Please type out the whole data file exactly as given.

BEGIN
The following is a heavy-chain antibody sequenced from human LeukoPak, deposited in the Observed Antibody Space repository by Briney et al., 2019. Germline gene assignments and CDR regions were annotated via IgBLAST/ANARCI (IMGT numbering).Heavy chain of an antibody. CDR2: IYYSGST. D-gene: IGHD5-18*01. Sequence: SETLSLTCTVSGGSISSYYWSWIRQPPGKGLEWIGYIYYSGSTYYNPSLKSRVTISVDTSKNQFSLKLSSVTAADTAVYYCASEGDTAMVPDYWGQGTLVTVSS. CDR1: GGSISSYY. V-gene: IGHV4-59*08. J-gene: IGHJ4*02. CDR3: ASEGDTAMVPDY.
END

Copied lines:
The following is a heavy-chain antibody sequenced from human LeukoPak, deposited in the Observed Antibody Space repository by Briney et al., 2019. Germline gene assignments and CDR regions were annotated via IgBLAST/ANARCI (IMGT numbering).Heavy chain of an antibody. CDR2: IYYSGST. D-gene: IGHD5-18*01. Sequence: SETLSLTCTVSGGSISSYYWSWIRQPPGKGLEWIGYIYYSGSTYYNPSLKSRVTISVDTSKNQFSLKLSSVTAADTAVYYCASEGDTAMVPDYWGQGTLVTVSS. CDR1: GGSISSYY. V-gene: IGHV4-59*08. J-gene: IGHJ4*02. CDR3: ASEGDTAMVPDY.